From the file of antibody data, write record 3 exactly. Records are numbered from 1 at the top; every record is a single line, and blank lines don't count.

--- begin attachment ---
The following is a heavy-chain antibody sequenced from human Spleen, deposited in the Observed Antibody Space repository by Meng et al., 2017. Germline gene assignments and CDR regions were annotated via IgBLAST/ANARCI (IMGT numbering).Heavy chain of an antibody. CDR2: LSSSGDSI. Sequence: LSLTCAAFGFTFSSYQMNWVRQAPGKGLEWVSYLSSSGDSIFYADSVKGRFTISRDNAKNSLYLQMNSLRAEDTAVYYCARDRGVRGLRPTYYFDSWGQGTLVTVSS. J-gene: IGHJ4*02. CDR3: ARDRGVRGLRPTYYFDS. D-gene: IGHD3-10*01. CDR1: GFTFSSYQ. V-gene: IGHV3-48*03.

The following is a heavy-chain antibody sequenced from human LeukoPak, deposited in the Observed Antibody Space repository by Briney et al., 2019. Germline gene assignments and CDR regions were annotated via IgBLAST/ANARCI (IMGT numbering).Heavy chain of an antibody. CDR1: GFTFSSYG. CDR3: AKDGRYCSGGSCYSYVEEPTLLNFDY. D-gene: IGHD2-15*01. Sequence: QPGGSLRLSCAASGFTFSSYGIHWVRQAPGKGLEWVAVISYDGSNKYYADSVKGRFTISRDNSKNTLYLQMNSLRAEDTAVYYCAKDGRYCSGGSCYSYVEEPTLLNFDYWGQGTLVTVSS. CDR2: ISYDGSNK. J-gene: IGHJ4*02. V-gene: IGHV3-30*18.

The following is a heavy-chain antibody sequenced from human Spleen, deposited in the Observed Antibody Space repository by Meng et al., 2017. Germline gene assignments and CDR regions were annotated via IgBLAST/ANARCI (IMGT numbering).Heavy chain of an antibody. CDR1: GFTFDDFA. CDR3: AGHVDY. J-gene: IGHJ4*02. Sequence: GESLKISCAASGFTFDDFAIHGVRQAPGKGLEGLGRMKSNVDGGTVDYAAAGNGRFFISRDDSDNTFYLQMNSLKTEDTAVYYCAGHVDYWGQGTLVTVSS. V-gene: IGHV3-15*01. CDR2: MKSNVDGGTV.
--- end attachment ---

The following is a heavy-chain antibody sequenced from human Spleen, deposited in the Observed Antibody Space repository by Meng et al., 2017. Germline gene assignments and CDR regions were annotated via IgBLAST/ANARCI (IMGT numbering).Heavy chain of an antibody. CDR1: GFTFDDFA. CDR3: AGHVDY. J-gene: IGHJ4*02. Sequence: GESLKISCAASGFTFDDFAIHGVRQAPGKGLEGLGRMKSNVDGGTVDYAAAGNGRFFISRDDSDNTFYLQMNSLKTEDTAVYYCAGHVDYWGQGTLVTVSS. V-gene: IGHV3-15*01. CDR2: MKSNVDGGTV.